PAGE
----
Decision Support Service marks one year in operation

26 Apr, 2024

News

Almost 10,000 people across the country have been actively and positively engaging over the past 12 months with the Decision Support Service (DSS), a new State service established by the Mental Health Commission (MHC).

Set up for adults who may require help, now or in the future, to exercise their right to make decisions about their personal welfare, property, or affairs, the DSS was launched to the public one year ago, on April 26, 2023.

Provided for under the Assisted Decision-Making (Capacity) Act 2015 - and established by and operating under the remit of the MHC - the DSS is an essential service for all adults who may have difficulties with decision-making capacity, and who wish to ensure their wishes are understood, protected and respected should they ever lose capacity in the future.

The 2015 Act has introduced a number of significant rights-based reforms, bringing an end to the wards of courts system for adults under the Lunacy Regulation (Ireland) Act of 1871 and replacing it with a tiered framework of decision support arrangements. The Act also provides for advance planning by way of a new form of an enduring power of attorney and a statutory advance healthcare directive. All these arrangements are underpinned by guiding principles which emphasise the presumption of capacity for adults and a person’s right to autonomy, dignity, minimal interference with their freedom of action and respect for their will and preferences.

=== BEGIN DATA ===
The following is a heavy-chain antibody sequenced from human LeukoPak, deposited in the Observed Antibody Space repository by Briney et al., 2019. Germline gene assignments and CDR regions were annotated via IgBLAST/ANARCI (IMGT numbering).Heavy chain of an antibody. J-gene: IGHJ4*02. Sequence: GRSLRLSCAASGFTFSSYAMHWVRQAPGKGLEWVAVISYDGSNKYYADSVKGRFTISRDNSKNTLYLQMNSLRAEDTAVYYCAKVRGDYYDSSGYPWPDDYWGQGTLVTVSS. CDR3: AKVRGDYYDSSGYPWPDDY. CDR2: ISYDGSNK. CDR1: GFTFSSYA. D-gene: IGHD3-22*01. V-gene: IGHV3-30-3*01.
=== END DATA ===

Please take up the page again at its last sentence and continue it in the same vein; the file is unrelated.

The service has seen almost 10,000 people open an online ‘MyDSS’ account over the past 12 months with 2,800 currently actively applying to register a support arrangement, having completed the relevant online forms and proceeded to download the required supporting documentation.

 

Minister for Children, Equality, Disability, Integration and Youth, Roderic O’Gorman, said: “It is hugely encouraging to see almost 10,000 people engage with the Decision Support Service over the past year. The establishment of the DSS, and the abolition of wardship, mark a significant step forward, replacing an outdated system with one that emphasises autonomy, dignity, and respect for individual will and preferences. I want to commend the DSS and the Mental Health Commission for their work over the past 12 months, and look forward to them continuing this vital work in the years ahead.”

Minister of State with Responsibility for Disabilities, Anne Rabbitte, said: “It's great to see the progress that has been made since the Decision Support Service opened its doors to the public one year ago. The work of the DSS is so important and the volume of work done in that time shows how people experiencing diminished capacity are actively trying to access a range of decision supports. This is all on top of the fact that through its very existence, we are making progress in getting rid of the archaic wardship system, which is of course a huge step forward for Ireland.”